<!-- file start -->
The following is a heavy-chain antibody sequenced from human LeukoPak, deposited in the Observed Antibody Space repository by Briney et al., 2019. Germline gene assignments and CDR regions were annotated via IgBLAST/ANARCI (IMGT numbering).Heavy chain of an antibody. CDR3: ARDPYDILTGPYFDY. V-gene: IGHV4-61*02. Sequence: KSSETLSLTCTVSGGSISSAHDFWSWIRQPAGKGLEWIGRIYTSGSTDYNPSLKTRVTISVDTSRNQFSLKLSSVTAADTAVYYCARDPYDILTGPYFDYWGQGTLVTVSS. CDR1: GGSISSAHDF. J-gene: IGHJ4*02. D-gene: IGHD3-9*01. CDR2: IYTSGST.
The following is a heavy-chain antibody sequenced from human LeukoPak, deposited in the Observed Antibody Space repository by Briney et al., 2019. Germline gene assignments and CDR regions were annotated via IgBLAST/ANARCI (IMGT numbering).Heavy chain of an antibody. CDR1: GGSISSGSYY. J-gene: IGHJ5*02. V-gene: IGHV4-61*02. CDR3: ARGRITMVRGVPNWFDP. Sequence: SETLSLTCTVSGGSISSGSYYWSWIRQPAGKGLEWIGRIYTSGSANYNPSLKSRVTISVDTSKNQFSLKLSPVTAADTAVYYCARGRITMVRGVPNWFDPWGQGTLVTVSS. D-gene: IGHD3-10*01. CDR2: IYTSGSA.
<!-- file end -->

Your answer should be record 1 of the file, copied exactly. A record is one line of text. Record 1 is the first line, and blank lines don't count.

The following is a heavy-chain antibody sequenced from human LeukoPak, deposited in the Observed Antibody Space repository by Briney et al., 2019. Germline gene assignments and CDR regions were annotated via IgBLAST/ANARCI (IMGT numbering).Heavy chain of an antibody. CDR3: ARDPYDILTGPYFDY. V-gene: IGHV4-61*02. Sequence: KSSETLSLTCTVSGGSISSAHDFWSWIRQPAGKGLEWIGRIYTSGSTDYNPSLKTRVTISVDTSRNQFSLKLSSVTAADTAVYYCARDPYDILTGPYFDYWGQGTLVTVSS. CDR1: GGSISSAHDF. J-gene: IGHJ4*02. D-gene: IGHD3-9*01. CDR2: IYTSGST.